Dan Pardi - 02:26: Tell us about your most recent study looking at beetroot juice of all things.
Jonathan Burdette - 02:30: Of all things.
Dan Pardi - 02:31: Of all things so why beetroot juice and what were you specifically exploring?
Jonathan Burdette - 02:36: We need our nitrogen species for optimal blood flow. Researchers know that nitric oxide dilates blood vessels, decreases blood pressure, increases blood flow especially in a hypoxic conditions. Well, vegetables for example like beets are loaded with nitrate and so if you eat your beets you will get a boost in your nitrate, which will then be taken up by your salivary glands and converted to nitrite, which will then travel around looking for hypoxic areas and be converted to nitric oxide and you'll increase your blood flow. That has been shown over, and over again if you're diabetic with poor circulation you'll increase your circulation if you increase the amount of nitrate, in this case nutritionally. It's been shown in sports and athletes, the London Olympics the beetroot juice Olympics. People are taking beetroot juice shots all the time to increase blood flow. My daughter runs cross country, she takes a beetroot shot an hour before she races and feels like it helps her. It may just be mental but actually it probably does help her.
03:33: We knew that and we had done a study that's showing acutely that if you scan someone and get their blood flow to their brain do a beetroot juice shot, scan them again, you will have acute changes in blood flow to your brain. We show this in elderly people to the deep white matter in the frontal lobes.
03:49: We had some preliminary data, beetroot juice does what it's supposed to do. It increases blood flow probably to the brain. We know as you age your capacity of your blood vessels to your brain decreases and you get chronic ischemic change, which is what you get. We knew there were some acute changes so this might be helpful. We also know that exercise can lead to neuroplasticity in the aging brain and that's been shown in lots of studies. We know that beetroot juice helps exercise and so we thought well, maybe if there's some synergistic effects between the beet juice and the exercise on the aging brain. That's what we did. We tested that and looked specifically at somatomotor regions, communities based on other previous work from around here and found some interesting results. It did have synergistic effects on the brain communities. That's exciting.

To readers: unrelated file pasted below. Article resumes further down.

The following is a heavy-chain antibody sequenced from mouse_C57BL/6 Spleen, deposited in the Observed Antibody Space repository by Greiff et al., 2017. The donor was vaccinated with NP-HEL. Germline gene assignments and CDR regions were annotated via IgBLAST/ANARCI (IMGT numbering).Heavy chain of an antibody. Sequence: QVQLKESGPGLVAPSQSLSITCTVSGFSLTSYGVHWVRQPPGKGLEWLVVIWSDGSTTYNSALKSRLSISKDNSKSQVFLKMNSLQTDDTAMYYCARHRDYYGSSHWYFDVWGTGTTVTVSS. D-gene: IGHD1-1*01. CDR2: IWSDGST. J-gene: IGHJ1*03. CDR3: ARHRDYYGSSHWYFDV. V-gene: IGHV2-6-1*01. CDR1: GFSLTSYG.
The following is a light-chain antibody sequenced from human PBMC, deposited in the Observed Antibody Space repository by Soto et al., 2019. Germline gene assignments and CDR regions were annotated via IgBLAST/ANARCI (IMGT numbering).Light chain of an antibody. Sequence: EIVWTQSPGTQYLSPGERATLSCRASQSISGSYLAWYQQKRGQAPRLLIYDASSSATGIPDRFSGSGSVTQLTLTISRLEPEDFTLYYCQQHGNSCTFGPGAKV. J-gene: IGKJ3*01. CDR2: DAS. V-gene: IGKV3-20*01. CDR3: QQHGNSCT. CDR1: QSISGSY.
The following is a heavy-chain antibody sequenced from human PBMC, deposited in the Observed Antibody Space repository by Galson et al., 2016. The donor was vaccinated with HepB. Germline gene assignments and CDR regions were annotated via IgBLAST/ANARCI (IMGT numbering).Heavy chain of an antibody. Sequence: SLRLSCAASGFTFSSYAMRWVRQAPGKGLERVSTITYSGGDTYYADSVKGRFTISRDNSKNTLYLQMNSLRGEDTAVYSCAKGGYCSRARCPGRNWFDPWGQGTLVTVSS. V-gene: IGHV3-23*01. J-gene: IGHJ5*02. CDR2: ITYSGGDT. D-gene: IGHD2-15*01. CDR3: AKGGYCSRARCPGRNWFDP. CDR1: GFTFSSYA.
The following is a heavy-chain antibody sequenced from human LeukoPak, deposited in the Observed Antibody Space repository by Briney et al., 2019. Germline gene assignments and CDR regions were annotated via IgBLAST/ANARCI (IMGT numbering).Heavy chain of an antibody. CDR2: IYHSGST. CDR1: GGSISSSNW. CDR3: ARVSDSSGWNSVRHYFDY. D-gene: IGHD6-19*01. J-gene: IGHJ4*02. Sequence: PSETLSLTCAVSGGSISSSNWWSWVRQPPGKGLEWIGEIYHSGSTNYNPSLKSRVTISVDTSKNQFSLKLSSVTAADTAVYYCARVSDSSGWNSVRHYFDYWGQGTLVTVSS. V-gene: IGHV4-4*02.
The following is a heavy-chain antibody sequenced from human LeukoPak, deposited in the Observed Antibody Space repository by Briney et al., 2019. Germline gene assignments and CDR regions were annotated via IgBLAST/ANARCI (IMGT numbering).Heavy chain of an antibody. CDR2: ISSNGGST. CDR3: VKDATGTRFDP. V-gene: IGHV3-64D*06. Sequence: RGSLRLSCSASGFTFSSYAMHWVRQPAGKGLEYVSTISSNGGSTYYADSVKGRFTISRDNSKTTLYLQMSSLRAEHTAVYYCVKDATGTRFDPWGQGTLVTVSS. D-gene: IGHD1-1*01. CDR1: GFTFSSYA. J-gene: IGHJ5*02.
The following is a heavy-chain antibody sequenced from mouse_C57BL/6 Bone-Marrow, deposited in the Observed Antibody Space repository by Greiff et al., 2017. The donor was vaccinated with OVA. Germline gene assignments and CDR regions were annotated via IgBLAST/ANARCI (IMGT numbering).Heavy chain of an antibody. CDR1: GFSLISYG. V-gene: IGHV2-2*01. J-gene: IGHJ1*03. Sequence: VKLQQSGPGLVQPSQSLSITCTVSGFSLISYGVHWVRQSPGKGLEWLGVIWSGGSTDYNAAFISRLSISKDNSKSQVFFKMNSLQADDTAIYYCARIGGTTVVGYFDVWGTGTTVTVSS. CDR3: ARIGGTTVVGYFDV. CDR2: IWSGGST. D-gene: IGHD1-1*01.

Dan Pardi - 04:39: For those that are unfamiliar with the term neuroplasticity, give a primer on that.
Jonathan Burdette - 04:42: The brain changing structure function due to a certain stimuli, a certain activities is not a super deep thought but it was thought that the aging brain really didn't change that much. It wasn't that dynamic and of course that's been blown out of the water that of course the aging brain can still change. It's plastic. Exercise has been shown to change actual gray matter volume and white matter volume so structural changes as well as functional changes just basically changes in structure and function due to certain activities and or certain inputs.
Dan Pardi - 05:13: How unique are beets? How different are they than other vegetables in the amount of nitrates they contain? Is it a lot more or it just tends to be one of the higher sources that we have in nature?
Jonathan Burdette - 05:23: That's a great question. I'm not a nutrition expert. Actually, Gary Miller is the nutrition expert in this study. However, it is a very good question because we go online you will see that beets are not the highest in nitrates. If you eat arugula greens, it's actually even higher. Beets are very high in nitrate but there're all your green leafy vegetables are also very high. You've kale, spinach, these sorts of things. I think it's easy to make beet juice rather than a kale juice or arugula juice but all of those vegetables are loaded with nitrogen species as well as antioxidants, vitamins and magnesium and iron, also folate, B vitamins. Again, eat your vegetables but I don't actually have an answer to why beetroot juice rather than other high nitrogen species except that you can make it.